After experiencing a chaotic weekend, plagued with staff shortages and numerous flight cancellations as a result of bad weather in parts of the country, JetBlue and Alaska Airlines are among the first U.S. carriers to announce they will scale back their summer schedule, and even cut some flight routes.
At the start of the year, airlines were left scrambling to deal with a highly disruptive Omicron variant, which led to more staff being on sick leave and prompted the CDC to even shorten quarantine guidelines across the States. After some months of relative tranquility in the aviation industry, it seems summer could be hit with a new wave of cancellations.
JetBlue Cutting As Much As 10% Of Its Summer Schedule, Warns Of More Disruption Ahead
This was the second weekend JetBlue specifically was forced to ground flights again, mainly in Florida, a major hub that impacts services across the whole country. Reports that up to 40% of their flights were delayed or canceled. Apart from bad weather, which led to air traffic delays along the East Coast, a pressing issue that is also behind JetBlue's recent woes is reduced staff.
As stated by the airline, even though more than 2,500 new crew members were hired in 2022 staffing shortages are still a problem, adding that recent events, including the severe Florida weather, only exacerbates an ‘already challenging' situation.
With customers warned April will ‘continue to be challenging', indicating a string of flight cancellations could be on the way, JetBlue had no option but to trim down its summer schedule and cut service to multiple routes, in order to adapt to the volatile scenario and ensure a smoother summer.
According to Joanna Geraghty, JetBlue's COO and President, the airline has already reduced May capacity by 8-10%, and passengers should ‘expect to see a similar size capacity pull' throughout the summer months. The move could seriously affect connectivity between different parts of the States and even some international flights.
JetBlue's staffing challenges seem to be a direct continuation of the December-January cancellation spree when Omicron forced the industry to rebalance its strategy and reduce operations. It seems this turbulent period has left the industry strained to this day, with JetBlue viewing its revised, more limited offers as the only way to avoid another messy summer.
Geraghty wrote that, despite challenges and customer feedback that ‘the schedule is wound too tight', the airline has assessed the best plan is to ‘reduce capacity now', foreseeing more disruption ahead. In her own words, ‘the industry still remains very much in recovery mode', and JetBlue is no exception.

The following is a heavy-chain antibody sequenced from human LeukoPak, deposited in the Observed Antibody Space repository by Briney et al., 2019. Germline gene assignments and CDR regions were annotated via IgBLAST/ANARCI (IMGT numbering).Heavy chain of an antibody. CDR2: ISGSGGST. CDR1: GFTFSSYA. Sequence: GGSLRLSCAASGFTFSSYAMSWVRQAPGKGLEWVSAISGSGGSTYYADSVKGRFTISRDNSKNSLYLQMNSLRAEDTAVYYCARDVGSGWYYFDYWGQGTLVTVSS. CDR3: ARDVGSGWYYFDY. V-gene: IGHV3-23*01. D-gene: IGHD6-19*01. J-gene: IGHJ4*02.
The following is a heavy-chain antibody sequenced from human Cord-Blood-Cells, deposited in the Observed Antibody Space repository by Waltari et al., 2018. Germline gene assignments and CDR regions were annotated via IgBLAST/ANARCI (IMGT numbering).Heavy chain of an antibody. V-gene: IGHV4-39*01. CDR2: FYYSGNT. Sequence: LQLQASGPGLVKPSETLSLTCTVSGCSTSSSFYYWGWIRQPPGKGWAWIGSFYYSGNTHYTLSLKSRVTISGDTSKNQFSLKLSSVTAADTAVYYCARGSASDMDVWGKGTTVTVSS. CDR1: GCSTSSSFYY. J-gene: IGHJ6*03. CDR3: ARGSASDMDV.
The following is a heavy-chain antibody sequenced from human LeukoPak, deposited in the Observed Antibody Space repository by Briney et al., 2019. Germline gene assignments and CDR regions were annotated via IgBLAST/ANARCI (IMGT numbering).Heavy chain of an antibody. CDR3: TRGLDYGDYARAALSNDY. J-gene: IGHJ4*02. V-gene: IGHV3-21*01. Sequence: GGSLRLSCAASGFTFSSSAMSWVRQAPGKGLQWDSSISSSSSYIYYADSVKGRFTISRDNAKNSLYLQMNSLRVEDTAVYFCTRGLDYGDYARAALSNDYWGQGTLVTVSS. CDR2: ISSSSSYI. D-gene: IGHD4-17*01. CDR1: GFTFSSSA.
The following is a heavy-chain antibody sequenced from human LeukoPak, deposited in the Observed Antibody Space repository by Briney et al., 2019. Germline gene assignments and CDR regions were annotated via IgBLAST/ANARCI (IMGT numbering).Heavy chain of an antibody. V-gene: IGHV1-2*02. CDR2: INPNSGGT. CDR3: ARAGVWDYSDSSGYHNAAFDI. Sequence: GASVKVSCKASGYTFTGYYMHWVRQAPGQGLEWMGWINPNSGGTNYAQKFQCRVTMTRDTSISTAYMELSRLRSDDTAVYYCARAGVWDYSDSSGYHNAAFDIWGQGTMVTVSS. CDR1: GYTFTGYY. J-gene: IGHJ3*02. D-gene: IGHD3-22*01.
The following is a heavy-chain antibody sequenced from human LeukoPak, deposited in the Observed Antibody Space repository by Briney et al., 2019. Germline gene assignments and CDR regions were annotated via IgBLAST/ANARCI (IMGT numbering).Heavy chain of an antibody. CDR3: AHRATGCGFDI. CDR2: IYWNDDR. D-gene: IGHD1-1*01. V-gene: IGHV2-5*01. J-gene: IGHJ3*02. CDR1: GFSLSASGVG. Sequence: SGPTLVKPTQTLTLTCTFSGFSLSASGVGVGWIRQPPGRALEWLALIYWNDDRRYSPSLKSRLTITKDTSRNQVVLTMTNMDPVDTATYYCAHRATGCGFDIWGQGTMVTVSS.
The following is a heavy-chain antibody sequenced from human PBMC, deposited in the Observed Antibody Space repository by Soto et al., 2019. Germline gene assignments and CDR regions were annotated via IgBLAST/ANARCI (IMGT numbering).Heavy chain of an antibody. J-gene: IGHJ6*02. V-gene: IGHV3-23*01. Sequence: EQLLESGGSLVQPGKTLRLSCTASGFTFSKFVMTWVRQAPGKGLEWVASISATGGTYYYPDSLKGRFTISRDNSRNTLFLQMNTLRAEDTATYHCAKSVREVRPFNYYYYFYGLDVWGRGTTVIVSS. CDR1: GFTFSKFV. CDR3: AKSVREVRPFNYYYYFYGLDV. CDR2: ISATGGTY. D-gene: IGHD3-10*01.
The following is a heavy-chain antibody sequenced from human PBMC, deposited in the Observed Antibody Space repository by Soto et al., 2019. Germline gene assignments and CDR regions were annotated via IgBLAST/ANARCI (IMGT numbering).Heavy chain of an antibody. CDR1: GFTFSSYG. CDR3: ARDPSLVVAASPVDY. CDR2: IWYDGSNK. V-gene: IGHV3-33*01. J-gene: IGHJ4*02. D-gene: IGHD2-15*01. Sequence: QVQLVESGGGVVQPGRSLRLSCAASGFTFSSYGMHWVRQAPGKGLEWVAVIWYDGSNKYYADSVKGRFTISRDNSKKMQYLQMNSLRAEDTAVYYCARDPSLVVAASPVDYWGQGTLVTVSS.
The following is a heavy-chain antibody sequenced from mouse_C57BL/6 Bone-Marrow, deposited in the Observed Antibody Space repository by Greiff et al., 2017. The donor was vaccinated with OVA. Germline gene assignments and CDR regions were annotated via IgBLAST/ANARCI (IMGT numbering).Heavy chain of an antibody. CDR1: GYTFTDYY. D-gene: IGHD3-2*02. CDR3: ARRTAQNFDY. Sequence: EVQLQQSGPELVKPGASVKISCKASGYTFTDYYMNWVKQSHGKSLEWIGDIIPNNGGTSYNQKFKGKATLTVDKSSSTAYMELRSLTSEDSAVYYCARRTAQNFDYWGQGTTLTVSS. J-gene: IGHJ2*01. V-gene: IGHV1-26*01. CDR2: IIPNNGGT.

Alaska Airlines Also Hit With Pilot Shortages, Flight Cancellations
Much like JetBlue, Alaska Airlines has also been hit with a wave of cancellations, which has led it to cut its schedule by 2% through late June in order to balance a pilot shortage. On April 3 alone, the carrier canceled as much as 6% of flights, and live tracker Flight Aware seems to indicate this was a repeating trend last weekend.
As affected customers took to the internet to protest the move, Alaska issued a long apology, acknowledging the cancellations have left many frustrated. Addressing this, the airline details how it has been dealing with a ‘backlog build up‘ in its training program for new pilots.
Still citing Omicron and the winter storms as a reason for its backlog, Alaska Airlines has been managing a reduction in staff that led to several trainings being canceled or delayed. On their blog post, the airline writes it wants pilots to have ‘the best training in the business', reminding customers this ‘takes time and cannot be rushed'.
Despite the revised schedule, Alaska representatives state the airline is ‘through the worst of the cancellations'. As mentioned above, they will now be reducing 2% of their total flights to match pilot capacity, though the updated schedule has not yet been reviewed.
Passengers are advised to constantly check for updates as, ‘in the meantime', these planned reductions will possibly translate into cancellations. With more than 30 flights planned to graduate this month, and ‘even more in May', the airline is working around the clock to guarantee a successful summer season.
What About Other Airlines?
Although it is yet to announce more drastic changes, Spirit Airlines has also been affected by last weekend's disruptions, sharing JetBlue's burden of being one of two airlines with the most cancellations. In total, both of them canceled a staggering 554 flights last weekend alone, or more than half of all flight cancellations in the U.S. each day.
As the world reopens for travel, with more and more countries that once slammed the doors shut for tourists now being eager to welcome them back, airlines will have months of relentless work ahead to save a long-anticipated summer 2022.
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This article originally appeared on TravelOffPath.com
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